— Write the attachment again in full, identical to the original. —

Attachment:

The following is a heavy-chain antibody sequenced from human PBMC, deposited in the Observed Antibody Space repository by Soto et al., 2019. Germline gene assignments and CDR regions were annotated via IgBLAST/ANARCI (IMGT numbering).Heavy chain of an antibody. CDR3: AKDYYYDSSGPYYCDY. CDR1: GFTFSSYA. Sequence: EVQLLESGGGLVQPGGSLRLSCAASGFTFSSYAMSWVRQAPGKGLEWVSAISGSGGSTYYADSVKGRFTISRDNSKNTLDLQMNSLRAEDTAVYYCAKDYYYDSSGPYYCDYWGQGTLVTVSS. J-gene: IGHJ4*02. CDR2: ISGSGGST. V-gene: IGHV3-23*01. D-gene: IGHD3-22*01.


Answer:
The following is a heavy-chain antibody sequenced from human PBMC, deposited in the Observed Antibody Space repository by Soto et al., 2019. Germline gene assignments and CDR regions were annotated via IgBLAST/ANARCI (IMGT numbering).Heavy chain of an antibody. CDR3: AKDYYYDSSGPYYCDY. CDR1: GFTFSSYA. Sequence: EVQLLESGGGLVQPGGSLRLSCAASGFTFSSYAMSWVRQAPGKGLEWVSAISGSGGSTYYADSVKGRFTISRDNSKNTLDLQMNSLRAEDTAVYYCAKDYYYDSSGPYYCDYWGQGTLVTVSS. J-gene: IGHJ4*02. CDR2: ISGSGGST. V-gene: IGHV3-23*01. D-gene: IGHD3-22*01.